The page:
20 QUESTIONS: Giotto Castelli, e-Go

The Italian aero engineer is the first man to design and manufacture a plane in the UK in decades. Here he talks risking other people's lives and why suits don't make sense.

by Emma Haslett
Last Updated: 27 Feb 2014

1. IF YOU HAD DONE SOMETHING ELSE, WHAT WOULD IT HAVE BEEN?

When I started designing the e-Go I was also working part time with an NGO in West Africa, mapping part of a country and doing other very satisfying jobs. I had a few serious thoughts of staying there but in the end my building frenzy took over.

2. WHAT ELSE WOULD YOU NAME YOUR BUSINESS?

We’ve gone from e-plane to e-Go because of a trademark conflict. We tried to change it as little as possible as we already had quite a few followers.

3. IF YOU COULD BE BASED IN ANOTHER CITY, WHERE WOULD IT BE?

Well I am quite biased towards mountains and some warm weather never hurt anybody. Southampton maybe?

4. WHEN YOU STARTED, HOW DID YOU RAISE MONEY?

It was out of our own pockets initially. Tony had a very good feeling about my design from the start and did a good job of attracting interest, to the point of starting off the small business. We didn’t spend very much, everything was done very simply but in terms of time and work we had help from many volunteers and friends.

5. WHAT HAS BEEN YOUR MOST IMPORTANT DECISION SO FAR?

The day we decided to take e-Go on its first test flight. It’s a huge decision to make – you are basically telling someone to put their life in your hands, so you have to be completely confident in your work.

6. WHAT HAS BEEN YOUR BIGGEST MISTAKE?

Underestimating the time it would take to finish the prototype aircraft.

7. WHAT IDEA DO YOU WISH YOU HAD COME UP WITH?

Having invented the aeroplane in the first place would have been a good one.

8. HOW DO YOU HANDLE STRESS?

Oh, my mouse is the one that suffers most from that. It is sometimes seen flying across the office. Being Italian also means that I can get away with some ‘colourful language’ as I am the only Italian speaker in the office.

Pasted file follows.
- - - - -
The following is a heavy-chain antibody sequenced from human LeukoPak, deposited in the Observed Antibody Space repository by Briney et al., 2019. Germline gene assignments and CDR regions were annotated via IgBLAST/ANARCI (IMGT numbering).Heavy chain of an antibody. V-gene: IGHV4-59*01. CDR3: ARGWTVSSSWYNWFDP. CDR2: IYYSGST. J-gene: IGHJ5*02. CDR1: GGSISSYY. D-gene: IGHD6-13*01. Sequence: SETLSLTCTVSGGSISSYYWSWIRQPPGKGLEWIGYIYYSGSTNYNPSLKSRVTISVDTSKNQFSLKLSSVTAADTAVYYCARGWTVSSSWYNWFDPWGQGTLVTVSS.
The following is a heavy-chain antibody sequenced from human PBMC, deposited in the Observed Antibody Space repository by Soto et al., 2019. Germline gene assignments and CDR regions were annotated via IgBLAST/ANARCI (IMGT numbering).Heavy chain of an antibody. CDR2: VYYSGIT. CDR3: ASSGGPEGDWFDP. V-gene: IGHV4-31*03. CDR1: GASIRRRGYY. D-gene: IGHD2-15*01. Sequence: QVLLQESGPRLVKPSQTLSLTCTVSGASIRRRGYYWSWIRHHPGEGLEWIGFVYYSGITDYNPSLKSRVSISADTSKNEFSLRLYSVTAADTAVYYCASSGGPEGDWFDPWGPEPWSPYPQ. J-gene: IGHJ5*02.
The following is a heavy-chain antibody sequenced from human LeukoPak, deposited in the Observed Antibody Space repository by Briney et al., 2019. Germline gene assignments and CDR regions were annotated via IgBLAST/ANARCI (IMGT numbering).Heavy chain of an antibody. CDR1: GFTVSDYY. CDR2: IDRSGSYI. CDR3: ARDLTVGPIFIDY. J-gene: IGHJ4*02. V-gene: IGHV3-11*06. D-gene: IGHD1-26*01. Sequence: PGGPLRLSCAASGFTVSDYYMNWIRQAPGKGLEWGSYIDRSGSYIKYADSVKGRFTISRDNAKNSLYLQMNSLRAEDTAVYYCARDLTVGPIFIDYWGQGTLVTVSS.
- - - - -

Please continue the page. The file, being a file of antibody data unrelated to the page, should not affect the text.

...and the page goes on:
9. WHAT WAS YOUR FIRST JOB?

Working at my university’s bar. I worked there with other two friends and we would make up all sorts of experiments with sandwich fillings, our customers loved them.

10. WHAT WAS YOUR WORST JOB?

Doing sub-contract work for Airbus eventually turned me off completely. I spent more than a year tinkering with the same structural component (one of the wing spar joints) and the same spreadsheets… it made my mind numb.

11. WHAT WAS YOUR BEST JOB?

I worked for Pilatus. We were designing a new aircraft, the PC-21. I saw it go from a concept to a flying aeroplane and learnt so much first as a designer and then in a ‘liaison’ role I had between design and manufacturing.

12. IF YOU WERE ON THE APPRENTICE, WHAT WOULD YOUR TEAM NAME BE?

Hard to answer this one but I guess it might be ‘the e-goists’.

13. WHICH COMPANY WOULD YOU INVEST IN RIGHT NOW?

Something to do with renewable energy. I like the concept and the challenge, but I would have to do a lot of homework to know which.

14. APART FROM PROPERTY, WHAT IS THE MOST EXPENSIVE THING YOU’VE BOUGHT?

A quarter share in the aircraft I own, a small composite two-seater. It’s real joy to fly.

15. SUITS OR JEANS?

I know, being Italian it would be obvious to go for a suit but I never understood why an item of clothing meant to keep you warm should leave you open at the chest…

16. FLEXIBLE WORKING OR OFFICE HOURS?

It has to be flexible, very flexible in fact. I find that the best ideas hardly ever come up during ‘office hours’ anyway. Plus I am not a morning person so that alone does not agree much with standard office hours.

17. WHAT IS YOUR FAVOURITE THING ABOUT YOUR OFFICE?

It’s out on a farm near a small village. I often take a short break from the indoors and venture out on the small grass runway from the farm for some fresh air. It’s a great way to rest my eyes if I have been on the computer a long time too.

18. WHAT APP CAN’T YOU LIVE WITHOUT?

I don’t really use apps but one thing that I have found incredibly valuable is Google as a base for storing all my contacts and addresses.

19. WHO IS YOUR BUSINESS IDOL?

A good friend of mine, Armen Papazian, has some quite radical ideas on how the economy should all change and where the value should be. I understand about half of it but founding wealth on creativity is something I really appreciate and I think that’s a big part of why I admire him.

20. IF YOU WERE PRIME MINISTER FOR THE DAY, WHAT WOULD YOU CHANGE?

Probably the economic model we use in some way. I do think that values are often in the wrong place and I don’t think this makes people happy in the whole.

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